Staying at an eco lodge is great for zero waste travel / Für zero waste auf Reisen sind Eco-Lodges die perfekte Unterkunft

Eco lodges are the perfect accommodation for zero waste travel

10. Zero waste dining & shopping tips

When you buy groceries at farmers’ markets, eco-stores, or bulk stores and cook your own food, you save single-use packagings that are caused in many restaurants.

Also, avoid fast-food chains and take away shops serving their food on nasty plastic or styrofoam packaging.

You already know about all the reusable containers, cups, and cutlery that help you a lot when it comes to take-away food and grocery shopping.

Besides, there are some great apps that can help you reduce waste, e.g.

  • Toogoodtogo with their app you can find places that offer left-over dishes
  • Zero Waste Home – to find shops and restaurants that operate package-free
  • ShareWaste App – to find places where you can turn in left-over food
  • Bulk App – to help you find local bulk stores
Tortillas wrapped in a cotton cloth / Tortillas in einem Baumwolltuch verpackt

Guatemalan Tortillas wrapped in a cotton cloth

11. Zero waste travel tours

On almost every holiday or trip you’re doing some kind of tour, right? No matter if it’s a guided hike, a walking tour through a city, or an ancient site. I love pumping local guides for all their juicy knowledge!

When you decide on a guide or tour company, choose one with a sustainable focus. They usually provide food in tupperware instead of plastic packaging and reusable water bottles or filtered water so you can fill up your own bottle.

A great example is Wicho & Charlie’s in Guatemala organizing hiking tours up the famous Acatenango volcano with only plant-based food in tupperware and more than enough reusable water bottles for all hikers. Also, you can rent great gear over there, so you don’t have to buy certain equipment that you won’t need again after.

Hiking up Acatenango volcano with Wicho's & Charlie's eco tours / Acatenango Vulkantour mit WIcho's & Charlie's

A stunning volcano hike with an eco-tour

12. Take home joy instead of souvenirs

Well, don’t you think taking home cheesy souvenirs from your trip is a bit old-fashioned anyway?

No one really needs them or takes a look at them, catching dust on the shelf. Most of these souvenirs are mass-produced in other countries and packed in loads of plastic before being nicely draped at souvenir stalls.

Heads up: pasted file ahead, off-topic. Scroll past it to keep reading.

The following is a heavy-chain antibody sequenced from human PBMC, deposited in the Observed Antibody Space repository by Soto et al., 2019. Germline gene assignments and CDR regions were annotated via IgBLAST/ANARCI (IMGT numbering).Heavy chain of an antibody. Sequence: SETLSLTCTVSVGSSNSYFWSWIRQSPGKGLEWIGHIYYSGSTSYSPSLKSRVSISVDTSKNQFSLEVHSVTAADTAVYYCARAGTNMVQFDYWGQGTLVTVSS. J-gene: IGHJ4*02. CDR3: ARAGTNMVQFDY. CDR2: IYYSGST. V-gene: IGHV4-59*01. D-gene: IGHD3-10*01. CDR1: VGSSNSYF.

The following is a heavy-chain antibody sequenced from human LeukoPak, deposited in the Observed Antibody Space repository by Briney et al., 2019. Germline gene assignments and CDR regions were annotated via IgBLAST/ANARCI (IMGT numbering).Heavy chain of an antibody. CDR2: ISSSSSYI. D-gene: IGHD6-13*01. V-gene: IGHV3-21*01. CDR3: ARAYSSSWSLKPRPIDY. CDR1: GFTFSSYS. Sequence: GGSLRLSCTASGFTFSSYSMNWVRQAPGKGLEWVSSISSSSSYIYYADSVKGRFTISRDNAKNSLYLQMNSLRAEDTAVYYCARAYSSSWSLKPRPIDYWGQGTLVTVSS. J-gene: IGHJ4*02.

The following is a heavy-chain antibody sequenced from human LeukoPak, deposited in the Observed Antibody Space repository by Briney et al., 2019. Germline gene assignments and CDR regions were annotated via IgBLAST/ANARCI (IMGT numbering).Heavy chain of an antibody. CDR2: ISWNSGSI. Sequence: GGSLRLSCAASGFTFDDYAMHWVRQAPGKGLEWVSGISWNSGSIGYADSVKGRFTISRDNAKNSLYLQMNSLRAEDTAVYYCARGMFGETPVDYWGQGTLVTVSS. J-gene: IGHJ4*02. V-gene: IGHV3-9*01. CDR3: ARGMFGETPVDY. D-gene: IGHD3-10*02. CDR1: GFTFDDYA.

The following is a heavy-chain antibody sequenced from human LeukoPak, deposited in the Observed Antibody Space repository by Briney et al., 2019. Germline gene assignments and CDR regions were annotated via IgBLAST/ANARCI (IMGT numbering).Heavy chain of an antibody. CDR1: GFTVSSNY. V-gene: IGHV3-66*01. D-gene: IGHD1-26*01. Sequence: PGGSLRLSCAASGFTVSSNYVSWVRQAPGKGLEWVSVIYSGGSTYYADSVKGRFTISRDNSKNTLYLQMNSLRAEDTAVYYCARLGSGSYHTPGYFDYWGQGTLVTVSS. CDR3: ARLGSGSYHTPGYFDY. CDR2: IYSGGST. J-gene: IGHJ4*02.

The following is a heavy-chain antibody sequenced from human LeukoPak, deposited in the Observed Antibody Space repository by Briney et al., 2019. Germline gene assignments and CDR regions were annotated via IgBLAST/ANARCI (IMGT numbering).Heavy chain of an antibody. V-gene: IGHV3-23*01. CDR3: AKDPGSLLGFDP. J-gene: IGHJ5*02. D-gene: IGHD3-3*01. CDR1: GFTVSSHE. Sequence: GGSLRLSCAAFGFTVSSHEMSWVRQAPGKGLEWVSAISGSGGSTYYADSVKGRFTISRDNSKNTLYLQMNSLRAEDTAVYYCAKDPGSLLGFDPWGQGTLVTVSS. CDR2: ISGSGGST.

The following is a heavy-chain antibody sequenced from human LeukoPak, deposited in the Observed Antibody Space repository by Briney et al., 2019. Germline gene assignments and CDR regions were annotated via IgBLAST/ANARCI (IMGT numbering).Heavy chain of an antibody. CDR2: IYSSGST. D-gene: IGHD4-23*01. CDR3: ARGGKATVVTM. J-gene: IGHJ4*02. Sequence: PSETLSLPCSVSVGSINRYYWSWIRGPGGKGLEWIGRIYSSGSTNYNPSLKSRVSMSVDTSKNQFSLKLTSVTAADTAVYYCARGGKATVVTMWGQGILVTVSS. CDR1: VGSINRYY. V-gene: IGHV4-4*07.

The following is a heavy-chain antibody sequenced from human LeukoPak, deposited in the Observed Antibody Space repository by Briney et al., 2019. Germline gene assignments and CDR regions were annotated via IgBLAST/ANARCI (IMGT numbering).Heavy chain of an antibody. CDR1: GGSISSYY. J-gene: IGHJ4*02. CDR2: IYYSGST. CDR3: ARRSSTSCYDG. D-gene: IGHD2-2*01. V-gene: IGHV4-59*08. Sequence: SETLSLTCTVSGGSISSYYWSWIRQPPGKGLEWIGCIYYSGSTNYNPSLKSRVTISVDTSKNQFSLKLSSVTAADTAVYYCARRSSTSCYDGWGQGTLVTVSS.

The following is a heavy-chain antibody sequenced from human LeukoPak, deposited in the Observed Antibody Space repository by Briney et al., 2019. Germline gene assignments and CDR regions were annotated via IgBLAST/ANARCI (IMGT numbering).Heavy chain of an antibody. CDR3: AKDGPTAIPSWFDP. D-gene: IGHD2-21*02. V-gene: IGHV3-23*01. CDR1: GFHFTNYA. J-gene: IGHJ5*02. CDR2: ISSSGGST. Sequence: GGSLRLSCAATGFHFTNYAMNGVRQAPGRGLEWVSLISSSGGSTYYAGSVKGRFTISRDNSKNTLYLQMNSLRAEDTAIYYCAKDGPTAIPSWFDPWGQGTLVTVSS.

There are so much nicer ways of sharing your travel memories with your friends and family. I, for example, love to take home some spices and cook something typical from my destination for my family.

That’s a waste-free way of reminiscing about your trip and you can combine it with showing all your pictures.

If you love something for your shelf, get it in a local handicraft shop through which you can support the local economy.

Sustainable travel food | Tipps für nachhaltiges Reisen

Rice served on a banana leaf in Malaysia

13. Join a beach clean-up

Who doesn’t love relaxing at an untouched, sandy beach in-between all the exciting adventures? But seeing some beaches covered in plastic can really take away the joy of it.

It all ends up in the ocean and has already made up five huge plastic garbage patches in the oceans. Just the Great Pacific Garbage Patch covers a surface that is three times bigger than France!

Fortunately, more and more locals see the problems as well – not just about the ruined beauty of the beaches but also the huge threat for marine life. So at more and more places, beach clean-ups are organized and anyone can join!

This way, you can not only prevent waste but also help with the removal of already existing trash.

A great example is Operation Rich Coast in Costa Rica. They arrange beach clean-ups all over Costa Rica on a regular basis.

Besides, when you help clean up rivers or the sea in cities like Hamburg or Kopenhagen, you can rent a kayak for free. Isn’t that a win-win?

14. Keep the zero waste mentality

Let’s face it: Avoiding trash doesn’t end with zero waste travel. In order to make a difference, you need to keep the zero waste mindest wherever you go, no matter if it’s during your trip or after.

An easy memory hook are the 6 „Rs“:

  • Refuse: Say no to packaging and single-use plastics such as bags, straws, and hotel toiletries.
  • Reduce: Try to shop less when traveling and to pack light (your back will thank you as well!).
  • Reuse: Bring your reusable items, such as water bottles, food containers, and bags. Also, you can borrow equipment.
  • Recycle: Use recycling bins wherever you see some and find out how to recycle in places where it’s not obvious.
  • Rot: If possible, find compost.
  • Repair: On a trip, it can always happen that something breaks, e.g. a zipper on your backpack or the sole of a shoe. Find someone that can repair it.

And in case it doesn’t work out as you’ve planned, just keep calm! No one’s perfect and even with the greatest determination, you probably won’t be able to avoid 100% of trash during your trip. And that’s okay!

I know the situations where you’re crazy hungry and can’t find anything else than a pack of cookies in a store. Or you’ve miscalculated and run out of your shampoo bar so you need to buy a bottle at 7eleven.

It’s important to keep trying and especially to spread the word. If more and more travelers refuse plastic bags from local vendors, they will get aware and start to rethink. These are the seemingly small situations that can make a difference in the long run.

Do you have another hack on zero waste travel or on how to reduce waste while you’re exploring the world? I’m curious about it, so leave a comment below!